Economy 3 MIN READ

UPDATE 2-Philippine cbank stands pat, but sees 2022 inflation above target

March 24, 2022By Reuters

Key rate stays at 2.0%, as unanimously expected in Reuters poll

BSP lifts 2022, 2023 inflation f’casts on high commodity prices

BSP says it needs to safeguard economic recovery momentum

Central bank chief says RRR might be cut in second half

Adds economist comment, possible RRR cut in H2

By Neil Jerome Morales and Enrico Dela Cruz

The Philippine central bank left key interest rates steady on Thursday to shore up a domestic economy facing risks from global uncertainties, but it raised inflation forecasts and highlighted its readiness to temper increasing price pressures.

The Bangko Sentral ng Pilipinas (BSP) kept the rate on the overnight reverse repurchase facility PHCBIR=ECI at 2.0% for an eleventh straight policy meeting, as predicted by all 17 economists in a March 15-21 Reuters poll. nL3N2VL3OA

The interest rates on the overnight deposit and lending facilities were likewise kept at 1.5% and 2.5%, respectively.

“The Monetary Board sees scope to maintain the BSP’s policy settings in order to safeguard the momentum of economic recovery amid increased uncertainty, even as it continues to develop its plans for the gradual normalisation of its extraordinary liquidity measures,” BSP Governor Benjamin Diokno said.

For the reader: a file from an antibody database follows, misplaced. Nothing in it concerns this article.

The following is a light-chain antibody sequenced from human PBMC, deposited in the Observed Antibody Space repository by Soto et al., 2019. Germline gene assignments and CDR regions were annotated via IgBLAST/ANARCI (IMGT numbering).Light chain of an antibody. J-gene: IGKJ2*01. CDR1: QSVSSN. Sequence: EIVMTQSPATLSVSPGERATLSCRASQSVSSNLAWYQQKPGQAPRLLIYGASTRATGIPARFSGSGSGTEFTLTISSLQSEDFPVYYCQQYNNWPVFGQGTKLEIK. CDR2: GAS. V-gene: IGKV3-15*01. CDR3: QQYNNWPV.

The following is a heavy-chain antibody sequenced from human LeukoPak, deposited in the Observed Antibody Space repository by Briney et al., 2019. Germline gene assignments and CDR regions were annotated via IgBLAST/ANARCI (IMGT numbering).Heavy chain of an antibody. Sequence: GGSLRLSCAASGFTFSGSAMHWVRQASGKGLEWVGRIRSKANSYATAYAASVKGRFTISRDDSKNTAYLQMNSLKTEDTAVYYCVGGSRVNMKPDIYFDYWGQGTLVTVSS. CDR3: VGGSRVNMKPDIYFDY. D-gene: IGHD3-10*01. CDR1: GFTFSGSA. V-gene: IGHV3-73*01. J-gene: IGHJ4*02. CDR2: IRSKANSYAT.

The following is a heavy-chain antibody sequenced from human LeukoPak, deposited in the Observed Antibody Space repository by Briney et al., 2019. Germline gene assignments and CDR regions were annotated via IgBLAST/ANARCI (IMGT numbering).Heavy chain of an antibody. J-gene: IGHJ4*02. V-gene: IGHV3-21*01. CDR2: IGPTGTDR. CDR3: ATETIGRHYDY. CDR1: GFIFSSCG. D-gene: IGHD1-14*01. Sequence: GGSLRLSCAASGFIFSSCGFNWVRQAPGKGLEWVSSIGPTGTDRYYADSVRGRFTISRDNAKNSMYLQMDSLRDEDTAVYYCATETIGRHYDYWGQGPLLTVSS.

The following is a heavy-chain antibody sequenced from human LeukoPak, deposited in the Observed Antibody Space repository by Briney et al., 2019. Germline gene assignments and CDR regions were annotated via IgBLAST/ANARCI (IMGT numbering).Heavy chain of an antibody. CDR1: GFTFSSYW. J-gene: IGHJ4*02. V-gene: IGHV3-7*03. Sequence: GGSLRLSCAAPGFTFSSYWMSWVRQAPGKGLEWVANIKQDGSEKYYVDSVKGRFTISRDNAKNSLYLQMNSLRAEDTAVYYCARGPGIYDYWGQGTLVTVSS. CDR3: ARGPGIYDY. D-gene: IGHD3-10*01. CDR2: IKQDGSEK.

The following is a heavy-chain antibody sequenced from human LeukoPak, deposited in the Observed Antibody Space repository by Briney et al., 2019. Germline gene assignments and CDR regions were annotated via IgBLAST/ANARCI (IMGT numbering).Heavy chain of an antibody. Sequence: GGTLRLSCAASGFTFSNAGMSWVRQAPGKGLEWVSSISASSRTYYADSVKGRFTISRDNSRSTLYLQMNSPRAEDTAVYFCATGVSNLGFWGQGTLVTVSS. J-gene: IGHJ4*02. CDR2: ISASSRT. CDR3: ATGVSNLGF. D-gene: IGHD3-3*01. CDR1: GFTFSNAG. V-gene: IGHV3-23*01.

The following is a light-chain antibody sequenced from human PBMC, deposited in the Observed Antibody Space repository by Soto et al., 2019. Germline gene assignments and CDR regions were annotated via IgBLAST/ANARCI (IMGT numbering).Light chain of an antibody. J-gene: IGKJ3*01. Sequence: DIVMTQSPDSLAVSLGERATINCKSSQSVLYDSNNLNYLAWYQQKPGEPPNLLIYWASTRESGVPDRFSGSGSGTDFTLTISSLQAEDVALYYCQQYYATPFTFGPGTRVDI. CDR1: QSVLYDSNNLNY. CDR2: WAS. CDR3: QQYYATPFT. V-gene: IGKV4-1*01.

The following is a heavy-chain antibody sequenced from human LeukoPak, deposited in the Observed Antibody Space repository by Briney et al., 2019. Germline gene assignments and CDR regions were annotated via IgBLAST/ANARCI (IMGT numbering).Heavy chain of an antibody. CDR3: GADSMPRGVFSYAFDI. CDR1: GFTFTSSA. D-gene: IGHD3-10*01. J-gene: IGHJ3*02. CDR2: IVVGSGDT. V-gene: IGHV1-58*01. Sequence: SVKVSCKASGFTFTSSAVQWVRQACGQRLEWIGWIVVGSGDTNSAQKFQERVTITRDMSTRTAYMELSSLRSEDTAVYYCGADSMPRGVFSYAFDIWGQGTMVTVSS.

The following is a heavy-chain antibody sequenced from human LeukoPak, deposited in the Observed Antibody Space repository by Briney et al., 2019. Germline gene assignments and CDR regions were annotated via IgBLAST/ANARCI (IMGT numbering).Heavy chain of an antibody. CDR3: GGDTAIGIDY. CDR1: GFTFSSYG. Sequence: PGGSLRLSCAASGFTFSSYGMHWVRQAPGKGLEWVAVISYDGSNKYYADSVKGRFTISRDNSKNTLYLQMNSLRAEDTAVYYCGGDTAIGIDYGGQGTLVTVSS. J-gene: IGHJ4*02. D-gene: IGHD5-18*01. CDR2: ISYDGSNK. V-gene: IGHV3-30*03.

The Philippine peso PHP= was little changed against the U.S. dollar by 0755 GMT. The country’s main share index .PSI was up 1%.

Average inflation could breach the upper end of the 2%-4% target range in 2022 by reaching 4.3%, higher than the February forecast of 3.7%, Diokno said.

For 2023, average inflation was seen at 3.6%, higher than the previous projection of 3.3%.

Inflation held steady at a 16-month low of 3% in February as higher energy costs were offset by lower prices of some food items. nL2N2V7049

But the impact of high commodity prices, following Russia’s invasion of Ukraine, has been significantly felt in the Philippines – a net oil importer – triggering petitions from labour groups for higher wages and from transport groups to increase fares.

Diokno said on March 17 the BSP did not have to move in step with the monetary policy adjustments of the U.S. Federal Reserve, which has begun raising rates to counter risks from high inflation. nL2N2VK0D2 nP8N2QO02M nL2N2VI1CD

As inflation accelerates, BSP runs the risk of losing a grip on inflation expectations and possibly falling behind the curve,” said Nicholas Mapa, a senior economist at ING.

The BSP was expected to hike rates by 50 basis points in the last quarter of the year to 2.50%, according to the March 15-21 poll, matching predictions in a Reuters survey in February.

But a significant minority of economists – eight of 17 – pencilled in a hike in the third quarter.

Amid growing expectations of BSP tightening later this year Diokno flagged a possible cut in banks’ reserve requirement ratio in the second half.

(Reporting by Neil Jerome Morales and Enrico Dela Cruz; Editing by Jacqueline Wong and Bradley Perrett)


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